At the close of the evidence, the defendants moved for a directed verdict. The motion was denied. The jury was instructed that it might find for the plaintiffs under the ADEA only if age was a determining factor in Westinghouse's selection of the job classification of negotiations engineer for elimination. When the jury returned a verdict for the plaintiffs, the defendants moved for a judgment n.o.v., because of the asserted insufficiency of the evidence or, in the alternative, for a new trial because of asserted trial errors.*fn2 Judgment n.o.v. was granted by the district court. Consequently, no action was taken on the Motion for a New Trial.
A plaintiff may recover under the ADEA only if he proves by a preponderance of the evidence that age was a determining factor in the employer's decision. Smithers v. Bailar, 629 F.2d 892 (3d Cir. 1980). He may meet this burden with direct evidence, or when no direct evidence of intent is available, the employee plaintiff may have the benefit of a presumption of the employer's discriminatory intent by first establishing a prima facie case by circumstantial evidence. "This prima facie case is easily made out: a plaintiff alleging a discriminatory layoff need show only that he was laid off from a job for which he was qualified while others not in the protected class were treated more favorably." Massarsky v. General Motors Corp., 706 F.2d 111 (3d Cir.), cert. denied, 464 U.S. 937, 78 L. Ed. 2d 314, 104 S. Ct. 348 (1983).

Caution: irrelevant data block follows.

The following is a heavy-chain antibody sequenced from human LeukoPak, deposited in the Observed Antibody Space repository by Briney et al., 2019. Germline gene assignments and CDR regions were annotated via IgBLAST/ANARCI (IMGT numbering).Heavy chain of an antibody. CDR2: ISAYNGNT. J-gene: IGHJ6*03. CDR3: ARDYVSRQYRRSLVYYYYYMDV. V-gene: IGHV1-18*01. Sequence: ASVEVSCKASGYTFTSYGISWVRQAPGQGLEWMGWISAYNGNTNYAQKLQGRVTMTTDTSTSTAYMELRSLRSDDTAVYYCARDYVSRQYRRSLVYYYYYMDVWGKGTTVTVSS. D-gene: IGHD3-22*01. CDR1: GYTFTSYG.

As in any lawsuit, if the plaintiff fails to establish his prima facie case, the defendant may persuade the district court to dismiss the action. U.S. Postal Service Board of Governors v. Aikens, 460 U.S. 711, 714, 75 L. Ed. 2d 403 (1983) (" Aikens "). If the plaintiff successfully proves its prima facie case, the defendant has the "burden of proof at this stage to meet [plaintiff's] prima facie case of discrimination." McDonnell Douglas Corp. v. Green, 411 U.S. 792, 803, 36 L. Ed. 2d 668, 93 S. Ct. 1817 (1973) (" McDonnell Douglas "). To withstand a directed verdict, the defendant must "articulate some legitimate, nondiscriminatory reason" for its action, id. at 802, and must introduce evidence to prove that it acted for this reason. Furnco Construction Corp. v. Waters, 438 U.S. 567, 577, 57 L. Ed. 2d 957, 98 S. Ct. 2943 (1978). The burden of production then shifts back to the plaintiff, because the ultimate burden to prove discriminatory animus remains with the plaintiff. See e.g. Duffy v. Wheeling Pittsburgh Steel Corp., 738 F.2d 1393, 1395 (3d Cir.) cert. denied, 469 U.S. 1087, 83 L. Ed. 2d 702, 105 S. Ct. 592 (1984); Texas Department of Community Affairs v. Burdine, 450 U.S. 248, 256, 67 L. Ed. 2d 207, 101 S. Ct. 1089 (1981) ("Burdine"). The plaintiff may meet this burden either through evidence presented in his case in chief or by way of rebuttal evidence.
The defendant in this case made no attempt to persuade the district court to dismiss the action for lack of a prima facie case. Instead, the defendant has done everything that would be required of him if the plaintiff had properly made out a prima facie case. Therefore, whether the ...